Several other cities will be cutting their police department budgets and reallocating funds to public services that are better suited to handle situations like mental health, homelessness, drug addiction, and youth intervention. 

We’re finally seeing the statues of slave owners around the world being removed (if protestors didn’t get to them first). The Confederate flag is being banned from the Navy’s military bases,  by the Marine Corps ‘in any form, and even by NASCAR. 

Progress is happening but this is just the beginning. ‘Big’ media plays a huge role in keeping our collective attention on a topic and we’re starting to see less coverage of the continuing protests, so it’s up to us as individuals to stay focused, stay active, and keep listening to and learning from the voices who are rightfully exhausted but still strongly calling out to be heard.

I’ve signed a ton of petitions, donated, watched and read countless articles, shared all the posts and hashtags, and it definitely helped me feel less helpless, but I’m not finished. You can follow my personal account @Porchlandrea on Twitter if you’d like but fair warning…I don’t post much about plants there.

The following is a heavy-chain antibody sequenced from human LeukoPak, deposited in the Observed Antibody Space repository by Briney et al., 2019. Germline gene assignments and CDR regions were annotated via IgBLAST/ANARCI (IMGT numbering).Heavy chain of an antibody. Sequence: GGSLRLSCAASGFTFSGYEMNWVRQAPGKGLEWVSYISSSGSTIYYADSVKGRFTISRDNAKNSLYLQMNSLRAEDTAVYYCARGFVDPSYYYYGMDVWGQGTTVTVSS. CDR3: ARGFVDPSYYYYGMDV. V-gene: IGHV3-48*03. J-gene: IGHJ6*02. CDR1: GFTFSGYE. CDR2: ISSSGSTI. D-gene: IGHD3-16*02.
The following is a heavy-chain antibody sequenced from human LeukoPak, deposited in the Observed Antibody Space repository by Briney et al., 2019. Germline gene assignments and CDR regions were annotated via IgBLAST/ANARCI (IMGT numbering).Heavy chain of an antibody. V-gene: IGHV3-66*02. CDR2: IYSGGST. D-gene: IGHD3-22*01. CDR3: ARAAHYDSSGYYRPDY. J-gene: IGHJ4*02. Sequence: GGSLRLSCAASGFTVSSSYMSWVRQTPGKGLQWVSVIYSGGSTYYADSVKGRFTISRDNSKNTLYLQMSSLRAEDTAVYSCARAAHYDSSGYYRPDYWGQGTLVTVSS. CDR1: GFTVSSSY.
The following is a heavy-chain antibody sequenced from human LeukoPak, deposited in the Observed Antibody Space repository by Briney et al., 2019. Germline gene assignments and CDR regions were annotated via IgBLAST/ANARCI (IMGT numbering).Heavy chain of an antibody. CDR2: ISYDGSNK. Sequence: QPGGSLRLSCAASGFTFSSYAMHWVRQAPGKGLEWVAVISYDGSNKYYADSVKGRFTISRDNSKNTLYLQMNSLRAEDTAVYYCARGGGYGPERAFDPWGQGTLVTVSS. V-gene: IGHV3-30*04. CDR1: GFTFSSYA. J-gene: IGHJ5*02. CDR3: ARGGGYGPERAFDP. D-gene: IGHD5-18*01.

You can find a list of petitions to sign here and a list of organizations to donate to here.  

I do plan on resuming to post more plant-related content but please know that my heart is still heavy, and its hard to muster up the enthusiasm I used to have. It’s in me somewhere and writing this has already helped a bit, but I need to remain honed in on the current events and do what I can to where I can, and I hope you do too. 

To my Black friends I follow and learn from, and those who follow Sucs for You, I am always here to listen and to support you. I have your back and front and both sides and will never turn away from the fight. I give you my voice and love and this promise.

Andrea Afra